Dockerizing a PHP Application on Apache, MySQL

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Dockerizing a PHP Application on Apache, MySQL

This article tells you how to make a Docker version of a PHP app that talks to a MySQL database and runs on an Apache server.

If you want to learn more about Dockerizing and Containerizing applications, read this.


We are going to go through a very simple situation to try to figure out what choices we have, especially when it comes to connecting to a database.

We’re using the Crane Cloud platform to run the database as a different service for this app. Crane Cloud not only lets you quickly launch containerized workloads, but it also lets you make any database you want with just one click. Their cutting-edge infrastructure hosts the database, and they give you the information you need to join.

This was done with a single PHP script. Here’s a piece from that script. It is assumed that you already have a database and its passwords, either on your computer or somewhere else.

PHP Script

// credentials
$dsn = 'mysql:host=' . $host . ';port='. $port .';dbname=' . $dbname;
// connection
$pdo = new PDO($dsn, $user, $password);
// GET
$stmt = $pdo->query('SELECT * FROM products');

Setting Up Environment Variables

Setting up environment variables to store my passwords is helpful for two main reasons, though there may be more:

  • So they don’t get exposed by chance. When you reveal the secrets or include them with the picture, you are exposed.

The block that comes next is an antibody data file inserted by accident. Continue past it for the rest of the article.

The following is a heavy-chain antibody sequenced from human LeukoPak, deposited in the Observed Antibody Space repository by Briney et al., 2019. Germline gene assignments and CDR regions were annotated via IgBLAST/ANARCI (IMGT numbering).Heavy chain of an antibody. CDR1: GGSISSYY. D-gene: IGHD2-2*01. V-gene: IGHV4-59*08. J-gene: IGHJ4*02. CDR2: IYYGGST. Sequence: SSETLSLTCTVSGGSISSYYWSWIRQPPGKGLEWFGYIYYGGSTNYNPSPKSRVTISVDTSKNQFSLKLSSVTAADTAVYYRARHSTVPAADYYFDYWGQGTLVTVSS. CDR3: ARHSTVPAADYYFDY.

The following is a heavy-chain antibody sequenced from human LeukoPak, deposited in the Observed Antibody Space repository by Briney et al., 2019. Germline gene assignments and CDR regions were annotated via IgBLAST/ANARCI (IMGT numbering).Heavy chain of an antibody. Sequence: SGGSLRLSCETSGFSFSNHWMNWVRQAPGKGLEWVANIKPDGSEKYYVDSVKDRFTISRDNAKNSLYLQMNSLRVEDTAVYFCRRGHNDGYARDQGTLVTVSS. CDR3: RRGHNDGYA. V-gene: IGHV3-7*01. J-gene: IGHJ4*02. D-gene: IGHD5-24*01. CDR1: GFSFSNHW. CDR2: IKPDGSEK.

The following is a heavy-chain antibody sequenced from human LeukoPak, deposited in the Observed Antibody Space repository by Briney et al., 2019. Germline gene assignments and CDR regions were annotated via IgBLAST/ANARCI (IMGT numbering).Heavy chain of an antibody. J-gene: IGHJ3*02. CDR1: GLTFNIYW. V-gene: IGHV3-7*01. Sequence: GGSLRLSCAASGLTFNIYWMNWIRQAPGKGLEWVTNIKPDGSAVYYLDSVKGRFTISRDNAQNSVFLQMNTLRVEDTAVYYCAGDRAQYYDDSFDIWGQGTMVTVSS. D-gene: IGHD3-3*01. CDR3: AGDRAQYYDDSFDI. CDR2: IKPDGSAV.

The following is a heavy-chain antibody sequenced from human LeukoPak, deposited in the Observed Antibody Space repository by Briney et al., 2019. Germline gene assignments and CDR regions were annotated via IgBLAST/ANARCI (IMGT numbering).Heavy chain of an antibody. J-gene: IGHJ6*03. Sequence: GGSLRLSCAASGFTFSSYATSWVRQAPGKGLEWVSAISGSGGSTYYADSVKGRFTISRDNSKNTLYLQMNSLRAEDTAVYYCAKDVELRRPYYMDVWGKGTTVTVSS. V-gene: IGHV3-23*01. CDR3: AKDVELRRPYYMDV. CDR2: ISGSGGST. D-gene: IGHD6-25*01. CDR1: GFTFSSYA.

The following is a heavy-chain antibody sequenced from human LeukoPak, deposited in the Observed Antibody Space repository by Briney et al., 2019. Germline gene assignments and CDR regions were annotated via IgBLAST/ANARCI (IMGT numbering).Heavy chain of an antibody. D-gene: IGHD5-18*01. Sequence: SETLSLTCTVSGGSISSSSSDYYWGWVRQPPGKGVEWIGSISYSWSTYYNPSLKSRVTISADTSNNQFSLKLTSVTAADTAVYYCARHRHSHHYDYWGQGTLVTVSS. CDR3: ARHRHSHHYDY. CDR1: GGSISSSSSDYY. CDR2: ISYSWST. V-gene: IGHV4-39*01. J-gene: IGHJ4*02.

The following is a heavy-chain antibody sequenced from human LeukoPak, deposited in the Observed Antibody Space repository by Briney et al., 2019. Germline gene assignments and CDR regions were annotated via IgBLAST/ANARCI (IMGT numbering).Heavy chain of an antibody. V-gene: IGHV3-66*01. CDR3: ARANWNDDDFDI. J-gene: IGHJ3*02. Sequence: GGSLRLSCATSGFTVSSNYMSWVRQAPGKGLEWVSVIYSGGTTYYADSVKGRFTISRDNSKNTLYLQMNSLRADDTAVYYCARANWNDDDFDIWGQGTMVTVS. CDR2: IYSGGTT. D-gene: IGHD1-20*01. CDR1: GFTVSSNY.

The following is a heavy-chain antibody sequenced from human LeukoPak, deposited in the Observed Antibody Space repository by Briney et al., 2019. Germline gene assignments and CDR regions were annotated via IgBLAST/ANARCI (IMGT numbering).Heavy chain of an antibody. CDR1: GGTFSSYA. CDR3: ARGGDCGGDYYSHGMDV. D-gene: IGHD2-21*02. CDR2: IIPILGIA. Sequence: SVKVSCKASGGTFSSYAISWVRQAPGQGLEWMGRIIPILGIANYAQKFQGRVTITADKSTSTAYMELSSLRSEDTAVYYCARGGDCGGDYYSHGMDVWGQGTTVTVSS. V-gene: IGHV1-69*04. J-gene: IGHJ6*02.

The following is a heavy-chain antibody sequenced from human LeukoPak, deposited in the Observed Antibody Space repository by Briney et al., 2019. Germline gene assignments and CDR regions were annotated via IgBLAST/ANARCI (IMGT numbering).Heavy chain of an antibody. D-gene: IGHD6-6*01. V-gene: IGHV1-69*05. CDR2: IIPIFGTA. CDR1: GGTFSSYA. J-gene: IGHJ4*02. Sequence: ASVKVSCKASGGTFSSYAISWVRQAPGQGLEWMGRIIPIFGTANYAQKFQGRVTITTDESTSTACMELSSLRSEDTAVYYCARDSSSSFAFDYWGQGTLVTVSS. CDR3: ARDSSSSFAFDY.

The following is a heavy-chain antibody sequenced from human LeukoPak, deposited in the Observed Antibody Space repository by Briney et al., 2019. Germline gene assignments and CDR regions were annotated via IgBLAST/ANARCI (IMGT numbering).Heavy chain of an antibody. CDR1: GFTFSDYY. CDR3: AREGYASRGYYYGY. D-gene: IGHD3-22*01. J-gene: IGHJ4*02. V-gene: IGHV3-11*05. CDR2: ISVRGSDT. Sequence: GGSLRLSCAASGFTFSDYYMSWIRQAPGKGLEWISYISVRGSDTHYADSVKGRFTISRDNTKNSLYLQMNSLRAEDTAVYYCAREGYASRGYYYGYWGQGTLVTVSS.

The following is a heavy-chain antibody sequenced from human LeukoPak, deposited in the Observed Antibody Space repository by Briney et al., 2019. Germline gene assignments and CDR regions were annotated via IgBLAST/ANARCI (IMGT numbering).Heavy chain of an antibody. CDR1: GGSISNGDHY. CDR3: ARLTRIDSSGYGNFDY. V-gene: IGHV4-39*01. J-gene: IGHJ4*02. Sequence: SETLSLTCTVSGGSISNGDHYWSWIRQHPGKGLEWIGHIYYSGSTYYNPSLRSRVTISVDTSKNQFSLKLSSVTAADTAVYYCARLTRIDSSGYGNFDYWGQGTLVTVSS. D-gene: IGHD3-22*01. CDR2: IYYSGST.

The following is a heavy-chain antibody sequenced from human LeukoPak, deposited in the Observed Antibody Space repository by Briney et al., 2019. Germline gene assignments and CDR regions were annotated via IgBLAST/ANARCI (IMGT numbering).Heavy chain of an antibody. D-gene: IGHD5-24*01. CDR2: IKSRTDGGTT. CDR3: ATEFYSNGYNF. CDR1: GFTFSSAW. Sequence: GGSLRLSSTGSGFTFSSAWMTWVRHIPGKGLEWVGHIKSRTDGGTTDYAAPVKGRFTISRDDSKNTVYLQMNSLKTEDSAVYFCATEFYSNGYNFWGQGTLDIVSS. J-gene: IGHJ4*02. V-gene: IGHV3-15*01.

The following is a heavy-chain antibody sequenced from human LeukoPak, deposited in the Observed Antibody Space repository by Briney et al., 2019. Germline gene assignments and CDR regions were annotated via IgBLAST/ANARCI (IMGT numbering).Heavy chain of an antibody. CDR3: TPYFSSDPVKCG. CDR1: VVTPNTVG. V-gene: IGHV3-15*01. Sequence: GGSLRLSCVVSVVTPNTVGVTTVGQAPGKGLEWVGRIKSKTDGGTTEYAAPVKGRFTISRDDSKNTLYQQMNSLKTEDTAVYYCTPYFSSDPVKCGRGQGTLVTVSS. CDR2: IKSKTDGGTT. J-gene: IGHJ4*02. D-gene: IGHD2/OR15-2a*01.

• To quickly add a different database. By giving the env vars different values, you can launch a second copy of the same image or app that uses a different database.

Setting variables in the environment relies on the situation. You could export them locally in /etc/apache2/envvars, or whatever your machine’s path is, as <VAR_NAME>=<value>. On the other hand, all directories will be able to see those variables, and name conflicts are sure to happen. You could also make an .htaccess file and use the command SetEnv <VAR_NAME> <value> to set the variables. Like an .env file, the second one sets them up in Apache for this project or path. It’s scalable and works great locally.

As soon as you go remote or containerize, you need to make changes. You don’t want to reveal the secrets, so you tell Docker to ignore the .htaccess file. There may be times when the programme needs other instructions in the file, such as redirects or rewrites. Well, that’s easy: just get rid of the secret environment variables when you make the picture. Though useful, it’s important to remember that I don’t think the .htaccess file is the best way to give secrets to a programme.